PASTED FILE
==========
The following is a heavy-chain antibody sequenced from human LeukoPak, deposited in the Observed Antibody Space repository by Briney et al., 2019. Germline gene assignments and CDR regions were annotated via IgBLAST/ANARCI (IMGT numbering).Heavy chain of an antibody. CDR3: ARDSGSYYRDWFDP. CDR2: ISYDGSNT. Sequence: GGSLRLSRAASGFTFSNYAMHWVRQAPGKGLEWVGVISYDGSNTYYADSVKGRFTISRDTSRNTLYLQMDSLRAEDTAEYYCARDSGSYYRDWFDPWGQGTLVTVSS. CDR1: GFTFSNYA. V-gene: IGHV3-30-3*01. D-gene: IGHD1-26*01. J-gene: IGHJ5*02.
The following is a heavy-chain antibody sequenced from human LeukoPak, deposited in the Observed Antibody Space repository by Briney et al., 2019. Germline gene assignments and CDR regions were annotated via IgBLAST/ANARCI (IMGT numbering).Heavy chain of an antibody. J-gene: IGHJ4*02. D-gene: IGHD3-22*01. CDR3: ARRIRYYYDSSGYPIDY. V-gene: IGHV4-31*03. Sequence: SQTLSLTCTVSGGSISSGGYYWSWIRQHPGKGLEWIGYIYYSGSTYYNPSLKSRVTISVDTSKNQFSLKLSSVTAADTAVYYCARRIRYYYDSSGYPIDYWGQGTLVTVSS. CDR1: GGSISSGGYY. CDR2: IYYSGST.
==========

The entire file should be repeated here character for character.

The following is a heavy-chain antibody sequenced from human LeukoPak, deposited in the Observed Antibody Space repository by Briney et al., 2019. Germline gene assignments and CDR regions were annotated via IgBLAST/ANARCI (IMGT numbering).Heavy chain of an antibody. CDR3: ARDSGSYYRDWFDP. CDR2: ISYDGSNT. Sequence: GGSLRLSRAASGFTFSNYAMHWVRQAPGKGLEWVGVISYDGSNTYYADSVKGRFTISRDTSRNTLYLQMDSLRAEDTAEYYCARDSGSYYRDWFDPWGQGTLVTVSS. CDR1: GFTFSNYA. V-gene: IGHV3-30-3*01. D-gene: IGHD1-26*01. J-gene: IGHJ5*02.
The following is a heavy-chain antibody sequenced from human LeukoPak, deposited in the Observed Antibody Space repository by Briney et al., 2019. Germline gene assignments and CDR regions were annotated via IgBLAST/ANARCI (IMGT numbering).Heavy chain of an antibody. J-gene: IGHJ4*02. D-gene: IGHD3-22*01. CDR3: ARRIRYYYDSSGYPIDY. V-gene: IGHV4-31*03. Sequence: SQTLSLTCTVSGGSISSGGYYWSWIRQHPGKGLEWIGYIYYSGSTYYNPSLKSRVTISVDTSKNQFSLKLSSVTAADTAVYYCARRIRYYYDSSGYPIDYWGQGTLVTVSS. CDR1: GGSISSGGYY. CDR2: IYYSGST.